DURBAN – OVER a decade ago, Relebohile Moeng was retrenched. At that time, her two sons, now aged 15 and 13, were still toddlers. It was a dark time in her life.
Moeng, now 40, who grew up in Benoni, Crystal Park in the East Rand of Gauteng, had also been involved in an accident that left her with more than 150 stitches in her face. It was while she was looking for a more affordable solution to heal her scars that she discovered that cold-pressed argan oil yielded the results.
While retrenched from work, she and her husband, Fabian Moeng, started researching organic skin and hair products.
In 2011, the couple launched a company, Afri-Berry, what is now a multi-award winning manufacturer of high-end 100% vegan skin and hair solutions.
And so her successful business journey began, from darkest despair to becoming a successful entrepreneur.
At the time of writing this, Afri-Berry was busy processing a re-order from one of South Africa’s biggest pharmacy, health and beauty products retailers, Clicks.
Moeng said their listing at Clicks late last year was record-breaking because it was completed in just about 30 days. She says that listing in the other retailers had generally taken them about four months.
“Last year we had a very good opportunity. It was a case of opportunity meets preparation where we were able to list in Clicks stores in October/November. Our products are in 120 Clicks stores in South Africa, Namibia, eSwatini and Botswana. These are various products like coated argan oil, virgin coconut oil, shea butter, black soap, shampoo and conditioner and Jamaican castor oil,” says Moeng, who is Afri-Berry’s founder and director.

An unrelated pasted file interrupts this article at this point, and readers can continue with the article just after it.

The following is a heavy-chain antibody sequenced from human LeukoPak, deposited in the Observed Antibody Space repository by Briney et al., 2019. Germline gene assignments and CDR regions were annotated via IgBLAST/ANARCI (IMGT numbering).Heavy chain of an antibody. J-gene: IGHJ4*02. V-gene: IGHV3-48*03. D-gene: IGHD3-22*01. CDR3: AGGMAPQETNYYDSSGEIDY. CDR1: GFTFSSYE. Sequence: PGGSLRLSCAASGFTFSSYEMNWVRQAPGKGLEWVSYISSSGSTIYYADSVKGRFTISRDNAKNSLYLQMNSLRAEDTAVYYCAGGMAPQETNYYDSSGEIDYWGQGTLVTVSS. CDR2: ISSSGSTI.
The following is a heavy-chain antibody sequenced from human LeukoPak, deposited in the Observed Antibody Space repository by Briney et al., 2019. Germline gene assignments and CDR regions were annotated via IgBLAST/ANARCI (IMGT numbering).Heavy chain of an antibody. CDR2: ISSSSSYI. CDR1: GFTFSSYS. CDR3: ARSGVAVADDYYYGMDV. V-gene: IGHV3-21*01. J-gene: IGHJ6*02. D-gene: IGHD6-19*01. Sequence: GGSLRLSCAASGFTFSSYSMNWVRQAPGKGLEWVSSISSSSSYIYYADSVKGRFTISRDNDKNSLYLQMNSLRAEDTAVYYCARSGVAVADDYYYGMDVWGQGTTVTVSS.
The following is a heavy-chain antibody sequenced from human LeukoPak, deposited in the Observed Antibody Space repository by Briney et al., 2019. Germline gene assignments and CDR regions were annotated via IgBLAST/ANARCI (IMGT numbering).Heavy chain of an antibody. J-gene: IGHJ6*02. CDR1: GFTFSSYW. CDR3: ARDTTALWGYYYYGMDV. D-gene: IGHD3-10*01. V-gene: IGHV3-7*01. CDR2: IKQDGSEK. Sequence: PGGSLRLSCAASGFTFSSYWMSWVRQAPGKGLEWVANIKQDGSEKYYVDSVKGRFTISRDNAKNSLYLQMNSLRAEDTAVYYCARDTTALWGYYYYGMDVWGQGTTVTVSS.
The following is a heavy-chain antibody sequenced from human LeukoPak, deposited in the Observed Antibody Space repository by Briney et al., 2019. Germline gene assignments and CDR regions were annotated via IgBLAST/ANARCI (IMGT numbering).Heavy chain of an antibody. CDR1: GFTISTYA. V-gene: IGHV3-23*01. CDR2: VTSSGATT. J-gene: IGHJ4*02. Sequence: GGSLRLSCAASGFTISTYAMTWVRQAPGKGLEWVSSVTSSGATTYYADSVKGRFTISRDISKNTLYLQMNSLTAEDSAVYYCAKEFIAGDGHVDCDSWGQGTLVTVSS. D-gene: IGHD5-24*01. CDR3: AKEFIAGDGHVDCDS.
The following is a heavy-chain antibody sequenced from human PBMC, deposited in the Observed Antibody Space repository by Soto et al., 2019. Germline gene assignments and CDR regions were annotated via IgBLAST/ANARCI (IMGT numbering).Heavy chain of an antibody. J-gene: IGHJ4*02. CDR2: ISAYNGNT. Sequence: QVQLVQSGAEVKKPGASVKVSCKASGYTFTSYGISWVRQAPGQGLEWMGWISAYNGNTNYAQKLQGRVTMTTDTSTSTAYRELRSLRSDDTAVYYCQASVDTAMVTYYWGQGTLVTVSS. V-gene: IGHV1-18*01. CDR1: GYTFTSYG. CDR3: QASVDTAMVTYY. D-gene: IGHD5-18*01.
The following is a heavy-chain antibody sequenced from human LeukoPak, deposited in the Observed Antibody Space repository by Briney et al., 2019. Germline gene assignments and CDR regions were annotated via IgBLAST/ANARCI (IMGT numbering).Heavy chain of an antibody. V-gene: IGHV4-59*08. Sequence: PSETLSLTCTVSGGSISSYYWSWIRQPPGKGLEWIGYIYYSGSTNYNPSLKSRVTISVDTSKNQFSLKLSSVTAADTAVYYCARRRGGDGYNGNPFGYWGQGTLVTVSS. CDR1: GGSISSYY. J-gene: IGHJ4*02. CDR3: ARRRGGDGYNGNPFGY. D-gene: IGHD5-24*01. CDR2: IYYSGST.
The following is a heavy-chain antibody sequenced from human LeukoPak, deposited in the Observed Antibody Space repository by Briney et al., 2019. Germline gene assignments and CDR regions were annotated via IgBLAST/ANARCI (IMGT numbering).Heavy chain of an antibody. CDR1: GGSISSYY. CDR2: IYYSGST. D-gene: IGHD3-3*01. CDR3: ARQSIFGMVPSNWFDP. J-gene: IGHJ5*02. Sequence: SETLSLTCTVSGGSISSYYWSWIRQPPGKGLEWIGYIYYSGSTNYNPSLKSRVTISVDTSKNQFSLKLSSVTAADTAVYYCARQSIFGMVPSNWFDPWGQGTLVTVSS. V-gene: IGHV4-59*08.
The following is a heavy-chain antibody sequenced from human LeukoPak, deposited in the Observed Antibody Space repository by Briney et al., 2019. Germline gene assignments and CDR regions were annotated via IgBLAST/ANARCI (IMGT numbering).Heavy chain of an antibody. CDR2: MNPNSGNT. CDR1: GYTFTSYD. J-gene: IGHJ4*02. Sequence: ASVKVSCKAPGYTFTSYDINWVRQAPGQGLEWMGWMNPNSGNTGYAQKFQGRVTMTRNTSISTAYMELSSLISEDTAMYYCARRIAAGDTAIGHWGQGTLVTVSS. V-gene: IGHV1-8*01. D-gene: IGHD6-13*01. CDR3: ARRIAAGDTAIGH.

Initially, the company wanted its products to be in accessible retail stores. However, Moeng says that on realising that in reality, consumers went to Clicks and Dis-Chem for cosmetics, they became hungry to list at Clicks.
“I remember in 2017 I even attended an exhibition where I would meet Mrs (Nonkululeko) Gobodo , who sat in the board of Clicks at the time, just to slip my story in to see if it would do anything without us speaking to the buyers. We long had the hunger.”
Apparently, Moeng’s still small business was able to see growth in the midst of a lockdown that continues to devastate many businesses and the global economy.
The luxury products manufacturer’s products can now be found in the shelves of the country’s major retailers like Clicks, Pick n Pay, Checkers Hyper, Edgars Stores, Faithful to Nature, Zando, Cosmetic Connection and other independent retailers.
Last year, an advert from a campaign by TRESemmé appeared on Clicks’ website bearing pictures of black hair labelled as “Dry and Damaged” and “Frizzy and Dull”, while white people’s hair was called “Fine and Flat” and “Normal”.
Both Clicks and TRESemmé later issued apologies for the advert and took it down. This campaign sparked public outrage and saw black women sharing on social media how proud they were of their natural hair.
Afri-Berry said that this incident made it easier for them to list, since their first attempt four years ago. Moeng said that at the time, Clicks did not understand the whole notion of organic products because they did not have many.
“We kept on telling the buyers that organic products worked best for African hair and were absorbed easier into the skin because they are not chemicals, and the skin is very receptive of natural ingredients. But they just did not buy into the whole thing because they did not have such a thing.”
Moeng said that with the outlet being asked to list products that were suitable for black people's hair, Afri-berry was able to jump on the bandwagon by approaching Clicks to pick up where they had left off.
“Every year we would have this conversation, and they would tell us that they wanted products that were mixed and had a smell, since natural products tended not to have a smell. This is what retains their efficacy.”
According to Moeng, this incident and their readiness set them up as one of the first black suppliers that were on-boarded in this Clicks programme.
Moeng says the company’s challenges included the fact that they were self-funded and always need growth and working capital.
“However, by God's grace, we saw growth last year during lockdown because we were already in retail shops that traded.”
The company now employs 45 people and has to date given over 50 paid internships to unemployed graduates.
Moeng says the next step its to expand into overseas markets.